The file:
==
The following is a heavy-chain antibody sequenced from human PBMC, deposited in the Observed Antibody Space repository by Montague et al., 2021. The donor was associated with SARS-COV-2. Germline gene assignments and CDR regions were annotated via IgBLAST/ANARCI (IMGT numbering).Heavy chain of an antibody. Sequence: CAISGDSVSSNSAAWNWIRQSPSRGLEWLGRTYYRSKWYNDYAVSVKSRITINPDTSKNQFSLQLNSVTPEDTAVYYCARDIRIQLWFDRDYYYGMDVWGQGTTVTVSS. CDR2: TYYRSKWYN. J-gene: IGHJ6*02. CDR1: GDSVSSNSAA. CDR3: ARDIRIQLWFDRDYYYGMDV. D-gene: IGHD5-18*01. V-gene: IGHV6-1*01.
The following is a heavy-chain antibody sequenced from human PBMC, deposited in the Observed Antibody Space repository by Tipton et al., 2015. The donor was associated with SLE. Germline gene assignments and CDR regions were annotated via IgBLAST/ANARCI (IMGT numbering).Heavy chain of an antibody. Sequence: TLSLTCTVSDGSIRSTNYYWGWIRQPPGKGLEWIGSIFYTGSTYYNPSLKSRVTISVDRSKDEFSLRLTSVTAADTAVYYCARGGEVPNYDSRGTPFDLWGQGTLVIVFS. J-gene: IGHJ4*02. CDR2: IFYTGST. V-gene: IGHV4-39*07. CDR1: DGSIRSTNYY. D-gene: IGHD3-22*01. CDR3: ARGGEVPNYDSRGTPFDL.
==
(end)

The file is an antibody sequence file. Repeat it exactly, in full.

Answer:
The following is a heavy-chain antibody sequenced from human PBMC, deposited in the Observed Antibody Space repository by Montague et al., 2021. The donor was associated with SARS-COV-2. Germline gene assignments and CDR regions were annotated via IgBLAST/ANARCI (IMGT numbering).Heavy chain of an antibody. Sequence: CAISGDSVSSNSAAWNWIRQSPSRGLEWLGRTYYRSKWYNDYAVSVKSRITINPDTSKNQFSLQLNSVTPEDTAVYYCARDIRIQLWFDRDYYYGMDVWGQGTTVTVSS. CDR2: TYYRSKWYN. J-gene: IGHJ6*02. CDR1: GDSVSSNSAA. CDR3: ARDIRIQLWFDRDYYYGMDV. D-gene: IGHD5-18*01. V-gene: IGHV6-1*01.
The following is a heavy-chain antibody sequenced from human PBMC, deposited in the Observed Antibody Space repository by Tipton et al., 2015. The donor was associated with SLE. Germline gene assignments and CDR regions were annotated via IgBLAST/ANARCI (IMGT numbering).Heavy chain of an antibody. Sequence: TLSLTCTVSDGSIRSTNYYWGWIRQPPGKGLEWIGSIFYTGSTYYNPSLKSRVTISVDRSKDEFSLRLTSVTAADTAVYYCARGGEVPNYDSRGTPFDLWGQGTLVIVFS. J-gene: IGHJ4*02. CDR2: IFYTGST. V-gene: IGHV4-39*07. CDR1: DGSIRSTNYY. D-gene: IGHD3-22*01. CDR3: ARGGEVPNYDSRGTPFDL.